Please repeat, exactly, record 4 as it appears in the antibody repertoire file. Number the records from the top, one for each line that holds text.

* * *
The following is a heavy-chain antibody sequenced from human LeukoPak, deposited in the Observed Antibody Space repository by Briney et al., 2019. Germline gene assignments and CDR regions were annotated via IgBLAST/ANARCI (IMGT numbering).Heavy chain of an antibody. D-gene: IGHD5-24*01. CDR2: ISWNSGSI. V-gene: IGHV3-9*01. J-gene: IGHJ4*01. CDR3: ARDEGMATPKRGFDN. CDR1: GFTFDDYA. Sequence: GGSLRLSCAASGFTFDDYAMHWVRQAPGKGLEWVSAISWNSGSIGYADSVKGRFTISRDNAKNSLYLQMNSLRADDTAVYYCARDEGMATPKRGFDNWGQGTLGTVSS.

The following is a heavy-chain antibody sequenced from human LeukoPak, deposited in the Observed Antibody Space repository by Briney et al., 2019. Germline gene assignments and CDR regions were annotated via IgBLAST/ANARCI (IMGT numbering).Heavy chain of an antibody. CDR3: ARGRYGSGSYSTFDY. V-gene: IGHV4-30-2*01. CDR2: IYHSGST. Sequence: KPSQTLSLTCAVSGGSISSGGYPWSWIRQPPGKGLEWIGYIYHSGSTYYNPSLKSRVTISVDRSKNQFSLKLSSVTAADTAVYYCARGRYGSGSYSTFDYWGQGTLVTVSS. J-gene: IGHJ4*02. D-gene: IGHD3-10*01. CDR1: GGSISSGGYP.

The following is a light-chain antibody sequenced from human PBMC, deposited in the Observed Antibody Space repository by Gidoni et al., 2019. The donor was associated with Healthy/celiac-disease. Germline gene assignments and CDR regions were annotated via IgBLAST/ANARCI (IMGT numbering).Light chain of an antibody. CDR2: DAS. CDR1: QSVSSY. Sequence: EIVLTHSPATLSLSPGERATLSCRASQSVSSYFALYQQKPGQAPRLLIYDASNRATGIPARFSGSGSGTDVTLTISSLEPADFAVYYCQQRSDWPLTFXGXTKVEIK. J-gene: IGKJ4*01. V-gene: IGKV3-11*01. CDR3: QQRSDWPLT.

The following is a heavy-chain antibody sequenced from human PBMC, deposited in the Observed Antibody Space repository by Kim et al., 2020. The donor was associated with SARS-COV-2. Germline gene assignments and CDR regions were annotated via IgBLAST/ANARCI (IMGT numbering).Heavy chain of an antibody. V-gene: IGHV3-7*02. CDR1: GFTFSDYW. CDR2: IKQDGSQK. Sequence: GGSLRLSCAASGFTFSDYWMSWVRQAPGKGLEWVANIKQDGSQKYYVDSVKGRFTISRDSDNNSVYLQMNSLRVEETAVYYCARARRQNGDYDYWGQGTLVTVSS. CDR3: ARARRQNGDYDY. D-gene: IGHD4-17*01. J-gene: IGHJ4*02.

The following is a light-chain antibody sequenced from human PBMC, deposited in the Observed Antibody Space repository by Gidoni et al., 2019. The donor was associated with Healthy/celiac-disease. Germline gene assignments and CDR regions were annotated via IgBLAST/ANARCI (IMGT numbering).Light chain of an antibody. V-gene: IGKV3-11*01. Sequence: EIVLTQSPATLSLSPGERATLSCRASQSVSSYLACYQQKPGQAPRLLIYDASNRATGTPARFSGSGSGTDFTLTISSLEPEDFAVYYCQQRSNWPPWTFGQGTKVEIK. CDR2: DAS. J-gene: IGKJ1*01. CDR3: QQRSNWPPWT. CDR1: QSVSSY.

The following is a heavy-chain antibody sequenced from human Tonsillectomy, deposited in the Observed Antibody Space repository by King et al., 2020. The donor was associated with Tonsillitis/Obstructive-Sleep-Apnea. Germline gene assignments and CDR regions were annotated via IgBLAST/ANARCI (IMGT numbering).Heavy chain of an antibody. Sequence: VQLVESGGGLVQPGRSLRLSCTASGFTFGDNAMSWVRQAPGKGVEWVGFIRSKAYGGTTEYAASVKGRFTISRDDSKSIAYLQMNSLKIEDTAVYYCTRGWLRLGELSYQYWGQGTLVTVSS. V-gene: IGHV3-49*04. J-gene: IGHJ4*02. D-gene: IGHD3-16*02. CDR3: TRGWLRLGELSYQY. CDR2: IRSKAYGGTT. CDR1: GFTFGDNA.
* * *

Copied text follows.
The following is a heavy-chain antibody sequenced from human PBMC, deposited in the Observed Antibody Space repository by Kim et al., 2020. The donor was associated with SARS-COV-2. Germline gene assignments and CDR regions were annotated via IgBLAST/ANARCI (IMGT numbering).Heavy chain of an antibody. V-gene: IGHV3-7*02. CDR1: GFTFSDYW. CDR2: IKQDGSQK. Sequence: GGSLRLSCAASGFTFSDYWMSWVRQAPGKGLEWVANIKQDGSQKYYVDSVKGRFTISRDSDNNSVYLQMNSLRVEETAVYYCARARRQNGDYDYWGQGTLVTVSS. CDR3: ARARRQNGDYDY. D-gene: IGHD4-17*01. J-gene: IGHJ4*02.